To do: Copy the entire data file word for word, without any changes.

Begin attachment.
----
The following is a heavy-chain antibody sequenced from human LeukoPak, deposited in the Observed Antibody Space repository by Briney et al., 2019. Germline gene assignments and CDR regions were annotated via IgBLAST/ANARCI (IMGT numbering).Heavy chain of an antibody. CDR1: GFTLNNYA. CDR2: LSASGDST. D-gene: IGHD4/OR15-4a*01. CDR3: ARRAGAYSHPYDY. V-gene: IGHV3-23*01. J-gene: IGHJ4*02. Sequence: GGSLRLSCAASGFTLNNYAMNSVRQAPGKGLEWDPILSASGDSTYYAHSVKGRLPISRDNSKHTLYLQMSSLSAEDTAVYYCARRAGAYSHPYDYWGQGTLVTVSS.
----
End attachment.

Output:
The following is a heavy-chain antibody sequenced from human LeukoPak, deposited in the Observed Antibody Space repository by Briney et al., 2019. Germline gene assignments and CDR regions were annotated via IgBLAST/ANARCI (IMGT numbering).Heavy chain of an antibody. CDR1: GFTLNNYA. CDR2: LSASGDST. D-gene: IGHD4/OR15-4a*01. CDR3: ARRAGAYSHPYDY. V-gene: IGHV3-23*01. J-gene: IGHJ4*02. Sequence: GGSLRLSCAASGFTLNNYAMNSVRQAPGKGLEWDPILSASGDSTYYAHSVKGRLPISRDNSKHTLYLQMSSLSAEDTAVYYCARRAGAYSHPYDYWGQGTLVTVSS.